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External authorities in Banking Supervision: how does inflation targeting affect the decision?

This work aims to demonstrate that the choice of a policy maker to assign banking supervisory tasks to the Central Bank is related to its degree of independence. If a Central bank is highly independent in conducting monetary policy, it is likely that the policy maker will not assign it supervisory tasks. The risk can be mitigated by the enforcement of strong anti-inflationary regimes.
The results, on a sample of 27 countries, are not very relevant for what concerns relations between
mandate commitment, although it seems there are more poor performing central banks than
good performing ones among those with supervisory tasks. Supervisory powers and the degree of independence seem to have a positive relation.
In conclusion, it seems that the decision to assign supervisory tasks occurs more frequently when the central bank is highly independent in its supervisory activity and this independence is mitigated by a strong mandate on inflation control.

Mostra/Nascondi contenuto.
External authorities in Banking Supervision: how does inflation targeting affect the decision? 1. Introduction Since the recent crisis has made clear the need for regulation restructuring, on the news it seemed to have become only a matter of when. Yet the reforms have not been produced as quickly as it was thought. The reasons that hamper such reforms are for sure due to political interest, but they also affect a technical area. The debate on which supervisory architectural model is best, indeed, is still going on and far to be solved. Empirical analysis does not seem to provide any strong suggestion whether one model should be better than another one. A great part of the debate is concerned on how much involvement should be assigned to Central Banks, and since the theoretical work does not come to a clear conclusion, one can focus on the concrete decisions of policy makers, in the attempt to extract a rationale from the supervisory structures in the real world. This work considers the agency problem as a driver in the decision, where the objective is to minimize diseconomies coming from informational asymmetries and the subsequent room for collusion. There is not much literature on this topic, but we can apply to the banking sector the hierarchical agency framework introduced by Kofman and Lawarrée (1993), which was designed for a corporate environment, but offers some ideas for what concerns the role of internal and external supervisors. Kofman and Lawarrée introduced a third player in the standard 2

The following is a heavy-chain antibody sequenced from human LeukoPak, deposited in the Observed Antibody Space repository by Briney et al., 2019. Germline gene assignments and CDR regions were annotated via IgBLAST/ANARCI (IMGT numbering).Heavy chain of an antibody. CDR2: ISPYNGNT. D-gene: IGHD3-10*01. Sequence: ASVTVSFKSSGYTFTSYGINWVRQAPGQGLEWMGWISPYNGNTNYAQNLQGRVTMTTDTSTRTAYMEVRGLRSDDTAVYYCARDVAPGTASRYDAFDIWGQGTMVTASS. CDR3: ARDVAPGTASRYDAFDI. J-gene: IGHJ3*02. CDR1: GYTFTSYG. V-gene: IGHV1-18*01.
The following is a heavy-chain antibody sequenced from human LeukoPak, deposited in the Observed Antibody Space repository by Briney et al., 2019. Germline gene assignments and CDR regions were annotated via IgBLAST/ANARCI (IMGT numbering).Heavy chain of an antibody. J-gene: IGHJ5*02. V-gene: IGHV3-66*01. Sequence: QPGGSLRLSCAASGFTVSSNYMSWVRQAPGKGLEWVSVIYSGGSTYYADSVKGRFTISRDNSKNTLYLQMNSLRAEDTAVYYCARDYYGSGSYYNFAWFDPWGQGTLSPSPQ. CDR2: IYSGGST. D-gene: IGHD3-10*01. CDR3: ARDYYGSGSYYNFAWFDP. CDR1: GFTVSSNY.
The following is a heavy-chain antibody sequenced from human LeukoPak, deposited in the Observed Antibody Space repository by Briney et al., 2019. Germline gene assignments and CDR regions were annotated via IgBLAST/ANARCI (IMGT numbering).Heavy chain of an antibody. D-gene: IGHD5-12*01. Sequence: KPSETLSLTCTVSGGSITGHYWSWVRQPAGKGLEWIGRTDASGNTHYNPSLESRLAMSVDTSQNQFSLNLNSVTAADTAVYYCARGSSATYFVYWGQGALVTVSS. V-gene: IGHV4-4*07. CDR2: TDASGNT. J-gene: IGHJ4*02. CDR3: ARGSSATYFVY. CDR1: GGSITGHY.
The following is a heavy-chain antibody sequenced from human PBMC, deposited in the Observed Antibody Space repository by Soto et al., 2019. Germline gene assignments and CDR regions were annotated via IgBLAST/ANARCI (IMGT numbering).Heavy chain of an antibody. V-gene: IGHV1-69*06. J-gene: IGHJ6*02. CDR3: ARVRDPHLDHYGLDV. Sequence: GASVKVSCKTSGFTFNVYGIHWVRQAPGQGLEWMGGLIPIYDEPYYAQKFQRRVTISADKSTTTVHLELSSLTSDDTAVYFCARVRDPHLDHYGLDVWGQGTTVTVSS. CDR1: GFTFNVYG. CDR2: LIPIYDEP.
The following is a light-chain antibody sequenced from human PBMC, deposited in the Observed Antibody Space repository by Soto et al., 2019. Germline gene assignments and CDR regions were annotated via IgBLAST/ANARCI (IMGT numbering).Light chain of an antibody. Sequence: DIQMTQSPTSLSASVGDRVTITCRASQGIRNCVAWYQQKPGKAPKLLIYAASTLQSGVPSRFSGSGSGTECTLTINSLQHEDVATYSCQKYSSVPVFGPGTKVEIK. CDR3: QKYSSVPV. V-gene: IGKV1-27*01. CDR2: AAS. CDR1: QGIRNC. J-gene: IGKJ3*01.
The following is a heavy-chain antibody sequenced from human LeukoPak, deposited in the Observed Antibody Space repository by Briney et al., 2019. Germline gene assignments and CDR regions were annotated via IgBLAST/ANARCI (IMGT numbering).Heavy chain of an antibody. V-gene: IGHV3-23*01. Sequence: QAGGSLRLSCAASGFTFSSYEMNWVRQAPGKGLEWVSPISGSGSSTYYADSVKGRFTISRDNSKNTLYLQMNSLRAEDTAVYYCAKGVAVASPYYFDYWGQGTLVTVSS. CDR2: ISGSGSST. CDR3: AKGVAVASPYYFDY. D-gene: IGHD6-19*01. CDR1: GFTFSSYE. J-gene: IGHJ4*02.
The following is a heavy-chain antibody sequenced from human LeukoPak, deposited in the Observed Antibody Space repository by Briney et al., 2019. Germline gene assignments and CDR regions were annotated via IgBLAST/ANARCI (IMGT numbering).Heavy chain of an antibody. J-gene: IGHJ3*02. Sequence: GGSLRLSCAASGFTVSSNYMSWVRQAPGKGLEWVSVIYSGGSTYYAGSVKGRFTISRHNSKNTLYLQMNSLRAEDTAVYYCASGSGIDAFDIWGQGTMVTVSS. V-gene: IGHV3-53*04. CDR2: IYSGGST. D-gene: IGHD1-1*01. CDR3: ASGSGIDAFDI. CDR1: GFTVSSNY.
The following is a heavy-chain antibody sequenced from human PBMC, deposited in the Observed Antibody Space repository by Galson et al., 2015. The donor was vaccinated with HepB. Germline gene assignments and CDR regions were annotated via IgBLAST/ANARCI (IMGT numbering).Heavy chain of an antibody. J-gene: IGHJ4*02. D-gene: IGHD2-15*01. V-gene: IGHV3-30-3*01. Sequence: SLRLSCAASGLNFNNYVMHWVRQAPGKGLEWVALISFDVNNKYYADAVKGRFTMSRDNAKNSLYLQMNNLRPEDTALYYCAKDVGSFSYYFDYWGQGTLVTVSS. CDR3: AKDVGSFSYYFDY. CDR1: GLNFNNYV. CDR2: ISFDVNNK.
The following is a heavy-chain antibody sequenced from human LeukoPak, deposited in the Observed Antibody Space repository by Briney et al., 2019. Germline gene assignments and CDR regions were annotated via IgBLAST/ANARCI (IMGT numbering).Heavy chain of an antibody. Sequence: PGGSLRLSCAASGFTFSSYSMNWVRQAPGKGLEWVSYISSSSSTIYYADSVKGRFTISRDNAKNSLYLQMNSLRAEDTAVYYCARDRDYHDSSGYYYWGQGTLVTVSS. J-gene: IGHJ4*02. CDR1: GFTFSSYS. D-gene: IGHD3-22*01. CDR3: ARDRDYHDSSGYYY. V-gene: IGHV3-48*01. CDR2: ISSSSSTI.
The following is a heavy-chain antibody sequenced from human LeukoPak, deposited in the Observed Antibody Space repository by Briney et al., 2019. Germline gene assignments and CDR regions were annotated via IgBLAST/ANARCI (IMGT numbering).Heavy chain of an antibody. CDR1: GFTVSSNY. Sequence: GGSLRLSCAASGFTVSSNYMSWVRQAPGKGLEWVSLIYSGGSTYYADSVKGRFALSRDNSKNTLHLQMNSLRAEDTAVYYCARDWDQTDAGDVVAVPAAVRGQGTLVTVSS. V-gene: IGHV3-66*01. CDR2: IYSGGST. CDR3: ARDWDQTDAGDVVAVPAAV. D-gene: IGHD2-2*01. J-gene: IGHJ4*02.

Laurea liv.I

Facoltà: Economia

Autore: Alice Volpe Contatta »

Composta da 36 pagine.

 

Questa tesi ha raggiunto 153 click dal 22/09/2009.

Disponibile in PDF, la consultazione è esclusivamente in formato digitale.